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Marc Dougherty
Marc Dougherty

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My Top 5 Books for DevOps/SRE

Disclaimer: The opinions expressed here are my own, and do not represent those of my employer.

I am the type of person that learns well from self-study like reading books, or watching instructional videos. I recognize that this method does not work for everyone, but if it works for you, I'd like to recommend a few books that have helped me grow in my career as a Site Reliability Engineer.

Note: these are not affiliate links, and I have not been compensated in any way to recommend these items.

1. Crucial Conversations

You may have heard the old Operations adage "when things are going well, everyone forgets you exist". The corrolary is that we're usually involved when other teams are having a Bad Day, and tempers can flare on both sides.

Crucial Conversations has helped me build the skills to better understand the needs of partner teams, and leadership, when they may not be communicating very clearly (because things are a 🗑🔥).

This book has helped me identify my own defensive reactions, and build habits to help avoid them. This leads to the perception that I am keeping a cooler head during outages, even if i'm still freaking out!

This is a book that I try to at least skim every year or two, because the lessons and practices that speak to me are different each time I read it.

2. Thanks for the Feedback

This book is all about asking for feedback, and really understanding it, (regardless of how poorly it might be delivered).

I'm not going to lie, this might be the hardest book i've ever read. The book illustrates difficult situations, and I often found myself identifying with the more antagonistic party.

Because of that, this book had a real effect on how I treat feedback, and I certainly feel better about receiving difficult feedback than before reading this book.

3. Accelerate: The science of lean software and devops

Finally, we get to the books with technical content!

As an SRE, I spend a lot of my time making the case for change, whether in business requirements, or in engineering time. This book provides the data to make these cases more easily, and point you at the right measurements to show the impact of the change.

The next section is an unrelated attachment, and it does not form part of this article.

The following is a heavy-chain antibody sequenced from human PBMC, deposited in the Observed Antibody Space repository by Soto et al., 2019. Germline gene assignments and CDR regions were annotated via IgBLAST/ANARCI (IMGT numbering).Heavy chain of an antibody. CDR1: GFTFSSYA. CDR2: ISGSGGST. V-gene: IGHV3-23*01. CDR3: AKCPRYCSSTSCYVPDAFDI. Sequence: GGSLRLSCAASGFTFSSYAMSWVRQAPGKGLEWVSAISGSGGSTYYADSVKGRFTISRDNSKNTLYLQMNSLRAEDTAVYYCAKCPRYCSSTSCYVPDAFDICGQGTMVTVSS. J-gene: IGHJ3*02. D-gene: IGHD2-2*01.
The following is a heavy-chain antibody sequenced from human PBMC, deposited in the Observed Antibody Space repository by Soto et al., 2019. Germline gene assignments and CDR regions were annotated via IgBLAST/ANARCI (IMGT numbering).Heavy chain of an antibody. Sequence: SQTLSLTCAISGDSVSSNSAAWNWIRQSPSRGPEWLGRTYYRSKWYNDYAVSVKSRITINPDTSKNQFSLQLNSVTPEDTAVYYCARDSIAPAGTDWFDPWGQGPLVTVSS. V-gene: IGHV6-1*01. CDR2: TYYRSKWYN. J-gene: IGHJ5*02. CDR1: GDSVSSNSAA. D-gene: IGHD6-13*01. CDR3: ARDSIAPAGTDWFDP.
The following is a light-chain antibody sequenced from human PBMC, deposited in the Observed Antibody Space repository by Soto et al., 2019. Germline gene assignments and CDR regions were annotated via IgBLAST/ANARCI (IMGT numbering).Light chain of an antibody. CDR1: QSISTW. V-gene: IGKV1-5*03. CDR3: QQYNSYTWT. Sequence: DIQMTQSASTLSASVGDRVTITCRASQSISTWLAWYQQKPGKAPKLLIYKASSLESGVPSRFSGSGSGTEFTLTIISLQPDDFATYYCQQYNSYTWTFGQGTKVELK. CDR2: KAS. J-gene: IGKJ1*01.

If you're not familiar with this book, it is based on the last 4(?) years of DORA State of DevOps Report survey data, making it the largest dataset you could hope to find on the topic.

The book (and to some extent the site above) lays out a set of 24 Key Capabilities, and the relationships between them. The relationships between these capabilities are sometimes obvious (e.g. Continuous Delivery drives Software Delivery Performance), and sometimes more surprising (e.g. Continuous Delivery also drives Job Satisfaction).

My favorite parts are "intuitive" correlations that do not hold up in this large of a data set, e.g. having a separate QA team that owns tests does not correlate to fewer failed changes.

If you're looking to make change in your organization, this book is a must-have.

4. Site Reliability Workbook

The sequel to the first SRE Book, The SRE Workbook improves on the original by using more thorough non-Google examples, and tools and techniques available to those outside of Google. Many of the success stories come from Google customers, but since they are using industry-standard technologies, the examples are more relateable.

I especially appreciate that SLOs are called out as the first step toward reliability. Reliable systems are inherently more expensive, and high-availability systems often extremely so. Getting a shared understanding of reliability requirements between Engineering, Operations (or SRE), and Product (representing the Customer) records the expectations of all parties, and can make it clear that for some systems, 90% uptime (or lower) can be the Right Thing.

There are several chapters about how Google has structured SRE, and how it structures SRE Engagements. I'd caution readers to be skeptical here, as these decisions have consequences on how your SRE org is able to engage with partner teams and other parts of your organization, and what worked for Google may not work for you.

5. Everybody Writes

For most of us, our written communication has the largest audience. Unless you're doing a lot of public speaking, the emails and documents that we write reach many more people than our verbal communications.

The author of this book works in Marketing, but the first 3/4 of this book is full of lessons that anyone can benefit from. Perhaps most importantly, it teaches us that writing well is a learned skill, not an innate ability. The best way for us to improve our written communication is to do more of it!

I was surprised to see a discussion of "content limits", basically maximum sizes for specific types of content (e.g. a blog post should be at most 1500 words). This was a new concept for me, and these guidelines help me make content (from blog posts to emails) that are more accessible to the reader. (even if it does take me longer to write them!).

Do you have a favorite book that's helped you grow personally or professionally?
Tell me about it in the comments!

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